|58.2||480i||COZI TV||Cozi TV|
The station launched its second digital subchannel in early 2011, which initially carried only a test pattern (with a coded text station ID reading "WMYO58-2SALM") until December 1, 2011; on that date, the subchannel became a charter affiliate of My Family TV (which was of no relation to MyNetworkTV, despite the similar naming scheme; the network was rebranded as The Family Channel in December 2013).
On July 17, 2012, WMYO began carrying a simulcast of Campbellsville-licensed CW affiliate WBKI-TV (channel 34) in the 720p high definition format (a downconverted signal of WBKI's main channel that broadcast in the 1080i format) on a new third digital subchannel. This gave WBKI full over-the-air signal coverage throughout the Louisville market, as its transmitter was located in Raywick (about 65 miles (105 km) south of Louisville), requiring it to rely mostly on cable to cover the market. The simulcast on WMYO (which was remapped as virtual channel 34.1 to correspond with WBKI's PSIP channel) resulted from the formation of a local marketing agreement between Block Communications and new WBKI owner LM Communications, LLC. Sometime in late March 2014, the station relaunched 58.3, which had the PSIP label "COZI TV" and featured only SMPTE color bars. Cozi TV programming began sometime on April 1, 2014. The Family Channel was subsequently removed from 58.2 in late August 2014, with Cozi moving up to the 58.2 slot. A fourth subchannel was put into service on September 1, 2014 as a simulcast of WBKI-DT2, which carries Movies!.
On April 13, 2017, the FCC announced that WBKI had successfully sold their spectrum in the 2016 spectrum auction for $20 million without any outside channel sharing agreement. With Block already having divided up WMYO's channel successfully with WBKI's subchannels, the simulcast was discontinued with WBKI-TV's owner taking the station silent on October 25, 2017, leaving 34.1 and 34.2 exclusive to WMYO and effectively being the last step in a 'merger' between the two stations ongoing since 2012. Under the current WBKI calls, its physical channel will be moved again in the re-allocation of spectrum to channel 16 in the near future.
WBKI (as WMYO) discontinued regular programming on its analog signal, over UHF channel 58, on June 12, 2009, the official date in which full-power television stations in the United States transitioned from analog to digital broadcasts under federal mandate. The station's digital signal remained on its pre-transition UHF channel 51. Through the use of PSIP, digital television receivers display the station's virtual channel as its former UHF analog channel 58, which was among the high band UHF channels (52-69) that were removed from broadcasting use as a result of the transition.
Current syndicated programs on WBKI's main channel (as of February 2018[update]) include The People's Court, The Real, Pickler & Ben, Family Feud, Last Man Standing and The Goldbergs. The MyNetworkTV subchannel airs Jerry Springer, Steve Wilkos, Judge Mathis, Page Six TV and Daily Mail TV. Both channels also feature second runs of WDRB's syndicated programming, including Judge Judy and Dr. Oz.
Alternately, WBKI-DT3 is utilized as an 'overflow' station for WDRB's newscasts (especially the 10:00 p.m. newscast) when Fox Sports programming overlays the timeslot. Both WBKI-DT1 and WBKI-DT3 carry an alert map display denoted with WDRB's news logo on the bottom of the screen during severe weather situations affecting the Kentuckiana region, and may break into both stations' programming in rare weather or news situations.
WMYO formerly carried Indiana Hoosiers and Big Ten Conference football and basketball games; this ended when the conference moved all of its non-network games to the cable- and satellite-exclusive Big Ten Network when it launched in 2007. WMYO also carried some Notre Dame football games televised by NBC in lieu of WAVE-TV (channel 3), during situations in which the games conflicted with the station's telecasts of Southeastern Conference college football games (which were syndicated by corporate parent Raycom Media's sports division Raycom Sports) until Raycom's contract with the SEC ended in 2009. It also broadcast Indianapolis Colts preseason games, home and away. In 2017, WMYO carried eight Louisville City FC soccer matches as part of their three-station broadcast deal with WDRB and WBNA.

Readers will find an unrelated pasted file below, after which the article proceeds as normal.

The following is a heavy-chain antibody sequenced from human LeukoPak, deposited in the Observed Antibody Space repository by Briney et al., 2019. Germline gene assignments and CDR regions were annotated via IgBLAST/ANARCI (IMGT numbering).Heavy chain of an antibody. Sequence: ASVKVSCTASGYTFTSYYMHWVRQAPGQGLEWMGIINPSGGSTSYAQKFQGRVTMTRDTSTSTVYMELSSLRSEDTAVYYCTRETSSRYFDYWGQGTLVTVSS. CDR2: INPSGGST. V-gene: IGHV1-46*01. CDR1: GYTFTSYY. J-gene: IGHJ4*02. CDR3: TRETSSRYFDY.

In the Bowling Green, Kentucky media market, WMYO was previously carried on the cable systems of the Glasgow Electric Plant Board, even though it was WUXP-TV in Nashville that was in closer proximity to that area. It was also available on the cable system of the South Central Rural Telephone Cooperative (also based in Glasgow), which serves Barren, Metcalfe, and Hart counties in the Bowling Green market.
In January 2015, both cable providers dropped WMYO as Bowling Green's new MyNetworkTV outlet WCZU-LD, which also has Antenna TV as a primary affiliation outside of MyNetworkTV primetime hours, claimed market exclusivity. WBKO-DT2 also did the same for Fox, and WDRB was also removed.
- 'Gilmore Girls' meet 'Smackdown'; CW Network to combine WB, UPN in CBS-Warner venture beginning in September, CNNMoney.com, January 24, 2006.
- UPN and WB to Combine, Forming New TV Network, The New York Times, January 24, 2006.
- "News Corp. to launch new mini-network for UPN stations". USA Today. February 22, 2006. Retrieved January 21, 2013.
- News Corp. Unveils MyNetworkTV, Broadcasting & Cable, February 22, 2006.
- Romano, Allison (March 15, 2006). "My Network TV Signs 13 More Affils". Broadcasting & Cable. Retrieved August 11, 2013.
- Farrell, Mike (May 31, 2012). "Louisville Stations Could Go Dark on TWC; WDRB, WMYO Face Midnight Deadline". Multichannel News. Retrieved June 1, 2012. Italic or bold markup not allowed in:
- "Call Sign History (WBKI)". CDBS Public Access. Federal Communications Commission. Retrieved February 20, 2018.
- "TV Schedule".
- Newkirk, Jake (July 16, 2012). "WBKI coverage area expands greatly with addition to WMYO; CW programming in Louisville market can now be seen over the air on channel 58.3". Jake's DTV Blog. Archived from the original on October 24, 2013. Retrieved July 17, 2012. Italic or bold markup not allowed in:
- "DTV Tentative Channel Designations for the First and Second Rounds" (PDF). Archived from the original (PDF) on August 29, 2013. Retrieved March 24, 2012.
- SCRTC Cable Channel Lineup for Barren, Hart, and Metcalfe Counties (January 2015) Archived June 26, 2015, at the Wayback Machine South Central Rural Telephone Cooperative
- Glasgow EPB Cable Channel Lineup Glasgow Electric Plant Board. Retrieved February 20, 2015.
- Brown, James (December 2, 2014). "Glasgow Electric Plant Board's customers will see changes in channels and bills." Glasgow Daily Times. Retrieved January 13, 2015.
- Overstreet, Melinda (December 11, 2014). "South Central Rural Telephone Cooperative Corp. program costs are going up". Glasgow Daily Times. Retrieved January 13, 2015.